What will 2020 bring in terms of conventions? I hope to be able to make it to Fastaval, a very exciting Danish game festival in which the most interesting larp / scenario designs I have played in recent years have officially been released. The 3W6Con is calling to Vienna again, Hamburg has a new Indie game convention I'm looking forward to, the FeenCon will be a good place to see some mainstream RPG again, at least one IFOL would be great to go to and surely the larpwrite retreats are so inspiring that I don't want to miss out on the next one.


Being part of the conversation in the community has always been important to me since I joined the Indie game community on Gplus 2011. That is not only about the conversation around games and design but also a lot about values and progressive action within and beyond the scene. In 2019, I was mainly active on the Gauntlet Slack and Forums and on Twitter. Twitter has increased a lot in importance for the scene, as far as I can tell and so it has for me. I'm still not happy about the 100% public nature of the medium and I have seen some major incidences in which Twitter and its likes and retweets culture has turned out really harmful to individuals but also for the scene as a whole. But it's a good place for people to probe and be seen - I see that. I'm still missing the possibilities of Gplus though.

The Gauntlet community' Slack is still my home and where I find the safe space to be fully me. In the second half of 2019, I joined the Gauntlet Community Care team. We do community management background stuff, follow through policies and present an agenda to discuss to the community frequently on how to move forward on projects, our set-up and so on. I specifically created an overview document on all the Gauntlet projects and entities as I saw a lot of misunderstandings about perceived dependencies etc. going around in the community. We also improved our Code of Conduct which was a nice community effort. We try to move forward in making the community even more diverse and welcoming. This year, the goal is to open the community further - and at the same time focus on what we are best at: good, giving and inclusive online gaming.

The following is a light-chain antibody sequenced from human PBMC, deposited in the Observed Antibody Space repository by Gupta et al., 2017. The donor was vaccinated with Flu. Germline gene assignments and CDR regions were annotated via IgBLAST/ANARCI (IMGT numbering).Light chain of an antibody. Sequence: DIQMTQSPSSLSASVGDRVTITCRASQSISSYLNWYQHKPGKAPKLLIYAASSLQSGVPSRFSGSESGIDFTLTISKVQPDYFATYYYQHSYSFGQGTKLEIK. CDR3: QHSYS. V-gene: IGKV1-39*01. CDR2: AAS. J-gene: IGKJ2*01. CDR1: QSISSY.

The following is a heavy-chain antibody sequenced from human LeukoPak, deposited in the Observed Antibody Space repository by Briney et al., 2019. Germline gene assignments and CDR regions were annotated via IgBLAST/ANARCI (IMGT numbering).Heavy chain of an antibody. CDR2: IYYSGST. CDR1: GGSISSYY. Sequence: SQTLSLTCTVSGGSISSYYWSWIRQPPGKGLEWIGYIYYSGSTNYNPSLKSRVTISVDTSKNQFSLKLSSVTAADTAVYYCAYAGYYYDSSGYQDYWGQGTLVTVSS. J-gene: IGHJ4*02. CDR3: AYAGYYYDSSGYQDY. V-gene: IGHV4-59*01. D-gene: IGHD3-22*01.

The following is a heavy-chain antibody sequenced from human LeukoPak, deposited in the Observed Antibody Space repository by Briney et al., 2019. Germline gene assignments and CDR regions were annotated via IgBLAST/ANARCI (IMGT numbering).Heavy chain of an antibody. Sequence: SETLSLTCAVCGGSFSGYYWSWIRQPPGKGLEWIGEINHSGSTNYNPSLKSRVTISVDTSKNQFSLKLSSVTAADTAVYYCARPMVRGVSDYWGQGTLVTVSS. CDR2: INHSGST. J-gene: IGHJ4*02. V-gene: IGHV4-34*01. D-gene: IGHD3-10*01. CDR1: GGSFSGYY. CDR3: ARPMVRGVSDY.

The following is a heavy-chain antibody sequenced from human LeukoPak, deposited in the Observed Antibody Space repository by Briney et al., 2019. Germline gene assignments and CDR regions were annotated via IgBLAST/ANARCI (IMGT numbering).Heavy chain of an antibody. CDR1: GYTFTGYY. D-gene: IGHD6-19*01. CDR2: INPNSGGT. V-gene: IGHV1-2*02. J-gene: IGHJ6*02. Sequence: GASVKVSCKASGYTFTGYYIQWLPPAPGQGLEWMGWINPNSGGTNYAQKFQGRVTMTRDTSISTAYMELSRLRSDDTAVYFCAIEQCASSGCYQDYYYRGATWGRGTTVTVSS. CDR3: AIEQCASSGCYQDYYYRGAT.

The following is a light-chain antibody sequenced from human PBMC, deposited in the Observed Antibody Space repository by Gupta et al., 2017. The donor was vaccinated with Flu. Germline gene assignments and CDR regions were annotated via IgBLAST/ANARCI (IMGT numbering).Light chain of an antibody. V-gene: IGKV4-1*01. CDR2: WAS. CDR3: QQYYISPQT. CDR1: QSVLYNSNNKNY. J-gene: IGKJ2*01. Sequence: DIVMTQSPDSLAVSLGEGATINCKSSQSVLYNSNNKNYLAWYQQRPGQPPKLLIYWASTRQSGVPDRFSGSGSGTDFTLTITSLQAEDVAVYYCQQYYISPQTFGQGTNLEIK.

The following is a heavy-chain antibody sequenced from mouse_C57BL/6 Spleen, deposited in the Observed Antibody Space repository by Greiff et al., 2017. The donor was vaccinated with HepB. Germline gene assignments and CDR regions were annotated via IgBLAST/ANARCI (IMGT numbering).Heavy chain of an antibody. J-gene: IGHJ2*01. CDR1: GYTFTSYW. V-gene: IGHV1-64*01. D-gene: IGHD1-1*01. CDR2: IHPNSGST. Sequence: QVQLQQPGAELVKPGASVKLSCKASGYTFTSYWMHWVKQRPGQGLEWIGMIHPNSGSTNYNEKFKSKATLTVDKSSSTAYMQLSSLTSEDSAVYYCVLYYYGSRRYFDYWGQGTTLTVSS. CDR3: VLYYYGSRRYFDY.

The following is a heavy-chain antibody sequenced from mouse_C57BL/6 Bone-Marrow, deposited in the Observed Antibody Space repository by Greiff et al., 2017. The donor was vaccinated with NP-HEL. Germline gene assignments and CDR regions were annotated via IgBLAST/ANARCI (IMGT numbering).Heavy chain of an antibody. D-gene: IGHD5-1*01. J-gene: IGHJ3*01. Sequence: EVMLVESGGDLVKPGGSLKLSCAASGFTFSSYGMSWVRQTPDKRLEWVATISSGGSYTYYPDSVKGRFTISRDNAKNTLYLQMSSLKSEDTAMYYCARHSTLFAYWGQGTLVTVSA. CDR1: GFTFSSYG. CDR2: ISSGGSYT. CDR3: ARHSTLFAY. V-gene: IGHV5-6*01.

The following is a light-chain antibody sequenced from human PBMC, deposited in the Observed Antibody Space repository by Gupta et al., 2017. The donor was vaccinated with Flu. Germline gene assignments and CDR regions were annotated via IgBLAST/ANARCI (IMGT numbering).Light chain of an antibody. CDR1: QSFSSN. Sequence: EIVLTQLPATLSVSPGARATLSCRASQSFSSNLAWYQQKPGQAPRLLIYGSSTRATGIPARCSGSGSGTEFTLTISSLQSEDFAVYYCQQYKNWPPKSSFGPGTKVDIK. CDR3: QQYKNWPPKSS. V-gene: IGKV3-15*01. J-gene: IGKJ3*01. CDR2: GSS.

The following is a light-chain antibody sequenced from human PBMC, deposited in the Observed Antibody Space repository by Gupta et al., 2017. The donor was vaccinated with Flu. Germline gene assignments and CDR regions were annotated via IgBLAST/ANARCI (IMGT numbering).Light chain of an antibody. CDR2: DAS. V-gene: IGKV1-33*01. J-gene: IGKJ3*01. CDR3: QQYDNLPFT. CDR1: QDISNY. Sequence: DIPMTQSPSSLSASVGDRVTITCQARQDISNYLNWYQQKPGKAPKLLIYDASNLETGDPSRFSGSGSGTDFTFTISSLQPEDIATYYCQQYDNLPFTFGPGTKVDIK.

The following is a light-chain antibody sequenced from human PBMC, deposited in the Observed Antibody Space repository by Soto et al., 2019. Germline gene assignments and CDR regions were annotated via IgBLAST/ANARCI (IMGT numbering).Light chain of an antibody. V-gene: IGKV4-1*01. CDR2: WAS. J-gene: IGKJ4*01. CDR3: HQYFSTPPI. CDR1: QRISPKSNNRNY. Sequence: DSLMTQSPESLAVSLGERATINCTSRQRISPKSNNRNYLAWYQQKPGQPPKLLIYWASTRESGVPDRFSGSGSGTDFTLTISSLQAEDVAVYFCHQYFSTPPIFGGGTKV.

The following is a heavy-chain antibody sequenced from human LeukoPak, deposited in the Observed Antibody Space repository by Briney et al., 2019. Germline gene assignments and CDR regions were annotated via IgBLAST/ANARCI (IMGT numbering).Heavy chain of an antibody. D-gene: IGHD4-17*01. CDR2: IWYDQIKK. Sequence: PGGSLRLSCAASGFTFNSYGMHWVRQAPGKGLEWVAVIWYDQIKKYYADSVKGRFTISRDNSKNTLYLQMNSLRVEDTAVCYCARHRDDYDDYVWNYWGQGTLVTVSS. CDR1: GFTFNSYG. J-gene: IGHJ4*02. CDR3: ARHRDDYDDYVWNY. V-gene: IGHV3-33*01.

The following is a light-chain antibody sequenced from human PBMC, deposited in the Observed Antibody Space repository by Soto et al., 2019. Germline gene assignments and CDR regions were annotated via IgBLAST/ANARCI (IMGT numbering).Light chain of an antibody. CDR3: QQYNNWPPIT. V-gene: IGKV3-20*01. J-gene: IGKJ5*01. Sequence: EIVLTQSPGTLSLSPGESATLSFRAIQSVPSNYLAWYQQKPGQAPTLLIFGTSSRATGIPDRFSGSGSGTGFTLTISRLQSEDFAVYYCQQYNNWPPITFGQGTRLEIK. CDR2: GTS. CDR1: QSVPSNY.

2019 also saw the first printed product of the Erzählspiel-Zine. Together with Tina Trilitzsch, Thorsten Panknin and Sabine Voelkel we published the German edition of Cheat Your Own Adventure (Schummelabenteuer) for the German Free RPG Day (Gratisrollenspieltag). The micro-crowdfunding was a huge success. That made it possible to publish more scenarios, an extra text I wrote for how to play the game on a walk or with children and get extra environmentally friendly paper into the printer. I offered a couple of sessions here in Bonn for the Gratisrollenspieltag at the Voyager which was great fun. Schummelabenteuer will always stay close to my heart as I have developed the on-the-walk features together with my son Milan. It's our go-to system until today.

Being part of the discussion around what games can be in the German speaking community played an important role for me in 2019. A highlight for sure was being a guest at the 3W6 podcast. Markus, Harald and I had a great conversation around the topic of combat and violence. How can combat in story games be interesting if the stakes are "only" on the narrative side in contrast to tactical combat systems? Are our games trivializing physical violence? Which games favor a different approach when it comes to confrontation?

My design mentorship with Jason Cordova came to an end due to time constraints in 2019. Ary Ramsey, the designer of Lost Roads, and I decided to continue talking between the two of us and share our ideas and concepts in calls. We call ourselves Design Buddies. Ary lives far away and still I consider him a very good friend by now. While talking about design we have revealed a lot about ourselves. It's a beautiful way to get to know each other.

That brings me to the closing point for the report from 2019: friendship through playing, discussing and designing games is invaluable. In 2019, I grew closer to many people in the scene and that felt really good. I stayed several nights with Eike in Berlin and got to know his family, Pearl and I had so many happy hours of raving about good games we had together while Judith, Christian and I had great conversations about inclusivity in the scene at their kitchen table. There are so many more such stories. So thank you all for being with me here in good and giving gaming.

This seems to be a good closure. The next part will be about the actual gaming I did.